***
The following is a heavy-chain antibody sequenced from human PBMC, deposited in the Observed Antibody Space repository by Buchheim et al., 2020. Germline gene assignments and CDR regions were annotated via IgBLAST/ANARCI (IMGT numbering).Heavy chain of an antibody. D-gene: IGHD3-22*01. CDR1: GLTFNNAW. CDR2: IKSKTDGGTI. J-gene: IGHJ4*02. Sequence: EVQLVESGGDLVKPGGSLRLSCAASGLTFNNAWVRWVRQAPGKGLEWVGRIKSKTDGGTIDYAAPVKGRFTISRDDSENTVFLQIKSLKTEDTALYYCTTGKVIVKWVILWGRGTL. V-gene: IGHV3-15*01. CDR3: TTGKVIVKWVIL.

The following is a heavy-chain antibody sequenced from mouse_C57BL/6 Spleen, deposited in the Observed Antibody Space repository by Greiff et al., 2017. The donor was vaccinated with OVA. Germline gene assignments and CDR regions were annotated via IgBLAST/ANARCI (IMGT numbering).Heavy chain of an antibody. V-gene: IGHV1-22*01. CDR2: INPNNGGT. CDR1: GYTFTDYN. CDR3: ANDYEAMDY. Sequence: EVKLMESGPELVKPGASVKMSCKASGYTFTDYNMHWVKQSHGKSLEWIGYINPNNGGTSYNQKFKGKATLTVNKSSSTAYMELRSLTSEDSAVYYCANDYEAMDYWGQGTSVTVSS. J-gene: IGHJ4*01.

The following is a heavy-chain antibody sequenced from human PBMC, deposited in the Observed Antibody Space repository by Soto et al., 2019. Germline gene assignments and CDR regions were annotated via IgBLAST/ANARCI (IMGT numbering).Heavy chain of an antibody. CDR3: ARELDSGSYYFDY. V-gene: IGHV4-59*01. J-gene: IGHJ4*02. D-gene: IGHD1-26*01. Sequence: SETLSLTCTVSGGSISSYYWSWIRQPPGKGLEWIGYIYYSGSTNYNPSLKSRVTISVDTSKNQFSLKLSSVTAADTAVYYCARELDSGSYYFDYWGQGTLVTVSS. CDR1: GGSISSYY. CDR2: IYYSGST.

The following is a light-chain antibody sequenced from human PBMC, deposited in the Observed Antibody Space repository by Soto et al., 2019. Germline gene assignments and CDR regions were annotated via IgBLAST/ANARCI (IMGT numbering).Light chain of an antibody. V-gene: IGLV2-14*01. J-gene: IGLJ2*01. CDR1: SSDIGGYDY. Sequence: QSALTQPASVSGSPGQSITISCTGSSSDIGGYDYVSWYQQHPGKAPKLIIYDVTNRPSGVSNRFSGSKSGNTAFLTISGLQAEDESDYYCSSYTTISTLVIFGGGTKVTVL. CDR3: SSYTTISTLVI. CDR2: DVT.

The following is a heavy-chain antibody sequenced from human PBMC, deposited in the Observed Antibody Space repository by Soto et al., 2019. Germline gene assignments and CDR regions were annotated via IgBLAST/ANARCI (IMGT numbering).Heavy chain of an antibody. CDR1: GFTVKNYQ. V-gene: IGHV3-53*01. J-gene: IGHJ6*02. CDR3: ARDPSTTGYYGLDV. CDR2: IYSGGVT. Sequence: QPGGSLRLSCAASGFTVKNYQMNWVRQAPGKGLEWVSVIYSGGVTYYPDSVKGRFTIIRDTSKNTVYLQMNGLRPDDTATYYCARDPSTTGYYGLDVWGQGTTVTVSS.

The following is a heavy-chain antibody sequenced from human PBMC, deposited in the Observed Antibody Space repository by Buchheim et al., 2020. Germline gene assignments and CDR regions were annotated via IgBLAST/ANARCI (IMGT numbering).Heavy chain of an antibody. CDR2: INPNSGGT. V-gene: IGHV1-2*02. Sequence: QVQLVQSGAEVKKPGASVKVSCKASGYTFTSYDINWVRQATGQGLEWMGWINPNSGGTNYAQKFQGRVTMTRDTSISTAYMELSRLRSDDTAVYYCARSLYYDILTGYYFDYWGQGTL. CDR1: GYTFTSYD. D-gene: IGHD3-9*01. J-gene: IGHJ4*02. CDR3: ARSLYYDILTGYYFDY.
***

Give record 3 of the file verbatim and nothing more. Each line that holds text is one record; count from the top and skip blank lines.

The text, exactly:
The following is a heavy-chain antibody sequenced from human PBMC, deposited in the Observed Antibody Space repository by Soto et al., 2019. Germline gene assignments and CDR regions were annotated via IgBLAST/ANARCI (IMGT numbering).Heavy chain of an antibody. CDR3: ARELDSGSYYFDY. V-gene: IGHV4-59*01. J-gene: IGHJ4*02. D-gene: IGHD1-26*01. Sequence: SETLSLTCTVSGGSISSYYWSWIRQPPGKGLEWIGYIYYSGSTNYNPSLKSRVTISVDTSKNQFSLKLSSVTAADTAVYYCARELDSGSYYFDYWGQGTLVTVSS. CDR1: GGSISSYY. CDR2: IYYSGST.